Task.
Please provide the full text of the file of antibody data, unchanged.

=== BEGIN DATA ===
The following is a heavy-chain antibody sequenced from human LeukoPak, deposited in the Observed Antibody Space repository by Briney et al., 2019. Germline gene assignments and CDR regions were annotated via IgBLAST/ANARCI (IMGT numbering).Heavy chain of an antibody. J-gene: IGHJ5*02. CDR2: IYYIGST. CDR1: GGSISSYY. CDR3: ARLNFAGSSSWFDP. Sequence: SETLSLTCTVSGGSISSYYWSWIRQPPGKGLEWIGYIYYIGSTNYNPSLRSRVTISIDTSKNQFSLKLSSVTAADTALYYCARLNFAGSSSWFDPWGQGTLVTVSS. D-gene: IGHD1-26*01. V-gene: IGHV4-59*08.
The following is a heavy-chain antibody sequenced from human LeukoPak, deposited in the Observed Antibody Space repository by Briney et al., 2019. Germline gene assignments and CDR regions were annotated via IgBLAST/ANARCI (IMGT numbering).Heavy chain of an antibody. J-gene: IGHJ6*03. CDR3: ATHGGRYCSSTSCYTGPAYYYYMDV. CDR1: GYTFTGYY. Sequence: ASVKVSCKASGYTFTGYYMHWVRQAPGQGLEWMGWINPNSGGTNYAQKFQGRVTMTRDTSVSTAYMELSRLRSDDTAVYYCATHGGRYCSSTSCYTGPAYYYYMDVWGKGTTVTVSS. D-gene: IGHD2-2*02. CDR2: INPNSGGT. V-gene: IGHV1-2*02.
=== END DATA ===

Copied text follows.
The following is a heavy-chain antibody sequenced from human LeukoPak, deposited in the Observed Antibody Space repository by Briney et al., 2019. Germline gene assignments and CDR regions were annotated via IgBLAST/ANARCI (IMGT numbering).Heavy chain of an antibody. J-gene: IGHJ5*02. CDR2: IYYIGST. CDR1: GGSISSYY. CDR3: ARLNFAGSSSWFDP. Sequence: SETLSLTCTVSGGSISSYYWSWIRQPPGKGLEWIGYIYYIGSTNYNPSLRSRVTISIDTSKNQFSLKLSSVTAADTALYYCARLNFAGSSSWFDPWGQGTLVTVSS. D-gene: IGHD1-26*01. V-gene: IGHV4-59*08.
The following is a heavy-chain antibody sequenced from human LeukoPak, deposited in the Observed Antibody Space repository by Briney et al., 2019. Germline gene assignments and CDR regions were annotated via IgBLAST/ANARCI (IMGT numbering).Heavy chain of an antibody. J-gene: IGHJ6*03. CDR3: ATHGGRYCSSTSCYTGPAYYYYMDV. CDR1: GYTFTGYY. Sequence: ASVKVSCKASGYTFTGYYMHWVRQAPGQGLEWMGWINPNSGGTNYAQKFQGRVTMTRDTSVSTAYMELSRLRSDDTAVYYCATHGGRYCSSTSCYTGPAYYYYMDVWGKGTTVTVSS. D-gene: IGHD2-2*02. CDR2: INPNSGGT. V-gene: IGHV1-2*02.